A new take on the cultural village

Traditional music shows often come with more than a whiff of formaldehyde. However well-intentioned, the 'cultural village' model – "There's some Zulu dancing; here's a Sotho song" – carries the dead weight of discredited ideology.

Concepts of static, separate and often antagonistic 'tribal' identity were constructed by colonialism and enforced by apartheid. In reality, Africa was and remains a place of migration, co-habitation, and shared and changing cultures.

Ideas of unchanging difference get a subversive kick in the pants from the Sibikwa Arts Indigenous Orchestra, whose Celebration concert, (plus schools workshops) is staging at the National Arts Festival.. The young cast – many of whom are graduates of Daveyton-based Sibikwa's Saturday Arts Academy – play, sing and dance their way through a fresh soundscape of African music, where no combination of styles or instruments is out of bounds.

With compositions from tradition, ensemble members and master percussionist Tlale Makhene, the sonic results are astounding. Kudu horns punctuate bell-like marimba melodies and provide a jazz vamp under scat singing. The shimmering overtones of mouth-bows interact with percussive dancing feet. When modern horns are added (tasty solos from saxophonist Nhlanhla Mahlangu and trumpeter Bhekinkosi Hlatshwayo), the transition feels wholly natural. These historic instruments demonstrate a remarkable capacity to make very contemporary – even avant garde – noises, packed with spicy contrasts and sweet, surprising blends. Despite a few small rough edges the show could use better linking commentary, and the 1950s female costumes feel out of place – in terms of the music, Celebration's hour is far too short.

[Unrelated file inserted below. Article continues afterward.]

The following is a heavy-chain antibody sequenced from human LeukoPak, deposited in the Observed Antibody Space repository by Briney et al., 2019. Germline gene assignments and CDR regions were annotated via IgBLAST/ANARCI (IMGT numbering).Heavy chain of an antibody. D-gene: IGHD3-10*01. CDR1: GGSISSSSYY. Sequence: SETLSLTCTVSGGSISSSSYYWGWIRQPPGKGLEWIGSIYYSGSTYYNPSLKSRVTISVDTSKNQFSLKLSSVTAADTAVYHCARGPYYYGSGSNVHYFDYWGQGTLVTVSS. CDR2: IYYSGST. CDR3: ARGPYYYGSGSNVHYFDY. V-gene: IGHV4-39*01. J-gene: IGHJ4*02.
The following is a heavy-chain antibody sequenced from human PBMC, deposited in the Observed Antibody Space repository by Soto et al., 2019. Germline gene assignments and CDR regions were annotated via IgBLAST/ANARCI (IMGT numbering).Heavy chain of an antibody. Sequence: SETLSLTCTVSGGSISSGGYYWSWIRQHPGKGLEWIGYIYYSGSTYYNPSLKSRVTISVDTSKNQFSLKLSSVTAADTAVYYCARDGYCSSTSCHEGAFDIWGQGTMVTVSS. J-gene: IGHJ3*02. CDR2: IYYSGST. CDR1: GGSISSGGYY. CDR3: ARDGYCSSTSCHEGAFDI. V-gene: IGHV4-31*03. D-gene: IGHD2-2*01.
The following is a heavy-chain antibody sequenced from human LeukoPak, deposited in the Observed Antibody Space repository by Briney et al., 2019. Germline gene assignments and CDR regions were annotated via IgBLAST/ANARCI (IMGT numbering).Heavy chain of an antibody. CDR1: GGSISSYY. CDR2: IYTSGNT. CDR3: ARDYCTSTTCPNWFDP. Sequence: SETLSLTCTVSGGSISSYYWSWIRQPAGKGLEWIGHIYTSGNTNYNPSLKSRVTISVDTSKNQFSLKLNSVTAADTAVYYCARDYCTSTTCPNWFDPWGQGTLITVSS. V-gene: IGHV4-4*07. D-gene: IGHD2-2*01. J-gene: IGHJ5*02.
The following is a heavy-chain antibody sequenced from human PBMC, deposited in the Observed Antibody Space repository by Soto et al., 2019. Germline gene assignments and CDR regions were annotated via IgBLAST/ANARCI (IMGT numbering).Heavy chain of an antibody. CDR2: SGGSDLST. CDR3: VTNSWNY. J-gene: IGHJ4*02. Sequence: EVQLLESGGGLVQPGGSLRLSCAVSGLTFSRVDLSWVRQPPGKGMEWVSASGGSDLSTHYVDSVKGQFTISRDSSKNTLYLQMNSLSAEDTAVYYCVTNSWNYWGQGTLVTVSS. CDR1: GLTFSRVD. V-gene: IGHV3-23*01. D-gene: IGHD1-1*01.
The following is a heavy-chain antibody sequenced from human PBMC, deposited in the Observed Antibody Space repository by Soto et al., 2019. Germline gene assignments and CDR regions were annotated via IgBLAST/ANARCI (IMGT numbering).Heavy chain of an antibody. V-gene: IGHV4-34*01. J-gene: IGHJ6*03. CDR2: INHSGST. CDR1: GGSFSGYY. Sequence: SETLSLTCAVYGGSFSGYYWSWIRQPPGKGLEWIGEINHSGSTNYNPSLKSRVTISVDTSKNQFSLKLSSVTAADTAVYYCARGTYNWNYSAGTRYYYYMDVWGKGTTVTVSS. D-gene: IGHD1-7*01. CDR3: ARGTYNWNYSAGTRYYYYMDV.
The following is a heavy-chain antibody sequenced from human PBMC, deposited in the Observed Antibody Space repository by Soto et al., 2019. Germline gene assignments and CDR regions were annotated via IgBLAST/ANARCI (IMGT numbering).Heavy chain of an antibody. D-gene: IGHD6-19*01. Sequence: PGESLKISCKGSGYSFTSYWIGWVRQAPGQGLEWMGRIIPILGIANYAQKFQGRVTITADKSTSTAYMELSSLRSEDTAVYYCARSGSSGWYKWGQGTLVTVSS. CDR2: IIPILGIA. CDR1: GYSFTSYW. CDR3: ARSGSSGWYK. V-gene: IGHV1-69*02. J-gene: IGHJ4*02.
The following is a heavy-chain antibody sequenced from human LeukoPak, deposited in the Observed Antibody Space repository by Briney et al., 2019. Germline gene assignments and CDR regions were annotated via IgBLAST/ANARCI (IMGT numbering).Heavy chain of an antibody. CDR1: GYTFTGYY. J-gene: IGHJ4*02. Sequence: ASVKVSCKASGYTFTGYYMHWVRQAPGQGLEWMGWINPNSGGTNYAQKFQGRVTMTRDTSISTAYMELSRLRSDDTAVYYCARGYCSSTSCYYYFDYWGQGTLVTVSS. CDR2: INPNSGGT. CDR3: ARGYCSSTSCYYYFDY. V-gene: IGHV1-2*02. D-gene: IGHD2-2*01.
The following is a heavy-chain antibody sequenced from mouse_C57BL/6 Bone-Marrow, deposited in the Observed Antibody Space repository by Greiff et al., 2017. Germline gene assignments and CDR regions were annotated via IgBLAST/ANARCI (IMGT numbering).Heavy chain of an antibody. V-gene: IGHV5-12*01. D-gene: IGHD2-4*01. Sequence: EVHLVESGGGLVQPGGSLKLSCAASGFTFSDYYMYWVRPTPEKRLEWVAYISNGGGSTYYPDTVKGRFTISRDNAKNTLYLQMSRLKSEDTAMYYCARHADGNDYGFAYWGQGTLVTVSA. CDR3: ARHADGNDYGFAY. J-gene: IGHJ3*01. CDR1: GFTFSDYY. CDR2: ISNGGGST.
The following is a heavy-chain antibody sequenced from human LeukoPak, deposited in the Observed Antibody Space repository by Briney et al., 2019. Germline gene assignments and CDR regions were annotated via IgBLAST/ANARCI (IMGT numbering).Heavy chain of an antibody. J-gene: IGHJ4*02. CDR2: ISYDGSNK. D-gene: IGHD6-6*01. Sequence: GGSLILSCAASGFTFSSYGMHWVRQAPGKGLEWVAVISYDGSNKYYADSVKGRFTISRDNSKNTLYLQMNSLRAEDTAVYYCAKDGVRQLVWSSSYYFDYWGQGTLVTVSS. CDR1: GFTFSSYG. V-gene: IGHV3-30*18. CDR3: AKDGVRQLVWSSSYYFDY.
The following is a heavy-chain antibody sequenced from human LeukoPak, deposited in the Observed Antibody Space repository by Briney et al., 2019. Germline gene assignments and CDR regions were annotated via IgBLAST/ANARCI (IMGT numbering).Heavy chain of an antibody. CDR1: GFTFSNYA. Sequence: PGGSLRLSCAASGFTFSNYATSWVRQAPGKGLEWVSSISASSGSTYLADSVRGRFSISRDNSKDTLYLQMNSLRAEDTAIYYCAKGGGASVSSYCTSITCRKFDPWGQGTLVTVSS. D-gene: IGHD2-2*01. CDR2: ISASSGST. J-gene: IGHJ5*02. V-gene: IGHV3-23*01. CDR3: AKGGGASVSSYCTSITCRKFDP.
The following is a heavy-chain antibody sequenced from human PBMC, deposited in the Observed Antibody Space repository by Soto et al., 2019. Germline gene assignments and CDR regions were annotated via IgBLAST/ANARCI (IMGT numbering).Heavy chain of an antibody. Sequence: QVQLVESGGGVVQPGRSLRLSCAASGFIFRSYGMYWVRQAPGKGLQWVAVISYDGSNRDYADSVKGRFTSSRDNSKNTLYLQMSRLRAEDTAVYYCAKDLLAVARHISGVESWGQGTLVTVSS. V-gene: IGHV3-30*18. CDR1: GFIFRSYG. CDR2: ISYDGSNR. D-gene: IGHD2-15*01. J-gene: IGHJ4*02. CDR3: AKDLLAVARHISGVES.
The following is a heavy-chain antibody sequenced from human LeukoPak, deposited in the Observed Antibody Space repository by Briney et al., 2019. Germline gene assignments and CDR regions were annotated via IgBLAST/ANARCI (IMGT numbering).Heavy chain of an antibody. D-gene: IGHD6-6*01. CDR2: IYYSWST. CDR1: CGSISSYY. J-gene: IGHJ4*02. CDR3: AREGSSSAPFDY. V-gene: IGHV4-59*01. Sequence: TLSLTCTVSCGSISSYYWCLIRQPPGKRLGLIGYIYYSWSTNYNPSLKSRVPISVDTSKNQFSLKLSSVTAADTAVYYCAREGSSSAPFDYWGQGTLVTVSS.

Passion
When the workshop arrives, the Indigenous Orchestra members make great teachers. They manage to hold a theatre-full of initially rowdy junior secondary school students quiet, attentive and desperate to jump on stage and try the instruments. That teaching skill comes from their own experience of learning. "I was interested in the arts but didn't know much," said Lydia Makuele, who plays guitar, marimba and drums, and aims to become a master drummer. "Some friends told me about the Sibikwa Saturday Arts Academy – and here I am."

But it's tough aiming at a musical career in a poor community like Daveyton where performing doesn't always pay the bills. Singer, choreographer and drummer Thandi Dube recalls family members urging: "Why don't you rather get a job at Pick 'n Pay? But when we toured, my mom got proud, and said: 'Wow! My daughter's going to India!'" The cast agree that what keeps them going (alongside solid encouragement from the rest of the Sibikwa team) is, as singer Bebe Shongwe puts it, "passion. You wake up, you know you're going to work really hard – but you just love it".

In the workshop, horns and bows are pressed into service to play hip-hop and kwaito, and at the end a student asks quietly: "So, could you play any song on those instruments?" Thandi smiles. "Yes," she says, "I believe we could."

The Sibikwa Arts Indigenous Orchestra has also just released a self-titled album of their music.

They will be performning at St Aidan's Chapel in Grahamstown July 4 at 11am, July 5 at 5pm and July 6 at 11am and 8pm

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Gwen Ansell
Gwen Ansell is a freelance writer, writing teacher, media consultant and creative industries researcher. She is the author of various books, including the cultural history ‘Soweto Blues: Jazz, Politics and Popular Music in South Africa’ and the writers’ guide, ‘Introduction to Journalism’.

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